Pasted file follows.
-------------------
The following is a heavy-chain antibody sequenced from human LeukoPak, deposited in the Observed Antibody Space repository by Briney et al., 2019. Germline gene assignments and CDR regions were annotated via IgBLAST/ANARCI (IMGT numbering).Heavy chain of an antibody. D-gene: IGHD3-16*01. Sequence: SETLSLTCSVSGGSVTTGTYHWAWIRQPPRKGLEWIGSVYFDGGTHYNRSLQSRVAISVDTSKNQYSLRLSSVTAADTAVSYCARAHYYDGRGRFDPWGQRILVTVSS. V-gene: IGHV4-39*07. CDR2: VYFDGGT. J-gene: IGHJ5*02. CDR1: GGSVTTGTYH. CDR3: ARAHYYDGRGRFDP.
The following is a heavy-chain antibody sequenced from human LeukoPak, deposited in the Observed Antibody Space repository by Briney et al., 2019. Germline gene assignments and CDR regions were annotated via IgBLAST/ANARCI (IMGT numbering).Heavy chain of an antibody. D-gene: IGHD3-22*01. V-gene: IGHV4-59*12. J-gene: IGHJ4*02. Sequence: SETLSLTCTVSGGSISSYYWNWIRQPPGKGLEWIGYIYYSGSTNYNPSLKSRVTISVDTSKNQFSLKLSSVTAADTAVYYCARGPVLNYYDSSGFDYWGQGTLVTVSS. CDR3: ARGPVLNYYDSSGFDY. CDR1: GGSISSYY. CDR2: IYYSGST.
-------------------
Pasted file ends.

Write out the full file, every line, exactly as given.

The following is a heavy-chain antibody sequenced from human LeukoPak, deposited in the Observed Antibody Space repository by Briney et al., 2019. Germline gene assignments and CDR regions were annotated via IgBLAST/ANARCI (IMGT numbering).Heavy chain of an antibody. D-gene: IGHD3-16*01. Sequence: SETLSLTCSVSGGSVTTGTYHWAWIRQPPRKGLEWIGSVYFDGGTHYNRSLQSRVAISVDTSKNQYSLRLSSVTAADTAVSYCARAHYYDGRGRFDPWGQRILVTVSS. V-gene: IGHV4-39*07. CDR2: VYFDGGT. J-gene: IGHJ5*02. CDR1: GGSVTTGTYH. CDR3: ARAHYYDGRGRFDP.
The following is a heavy-chain antibody sequenced from human LeukoPak, deposited in the Observed Antibody Space repository by Briney et al., 2019. Germline gene assignments and CDR regions were annotated via IgBLAST/ANARCI (IMGT numbering).Heavy chain of an antibody. D-gene: IGHD3-22*01. V-gene: IGHV4-59*12. J-gene: IGHJ4*02. Sequence: SETLSLTCTVSGGSISSYYWNWIRQPPGKGLEWIGYIYYSGSTNYNPSLKSRVTISVDTSKNQFSLKLSSVTAADTAVYYCARGPVLNYYDSSGFDYWGQGTLVTVSS. CDR3: ARGPVLNYYDSSGFDY. CDR1: GGSISSYY. CDR2: IYYSGST.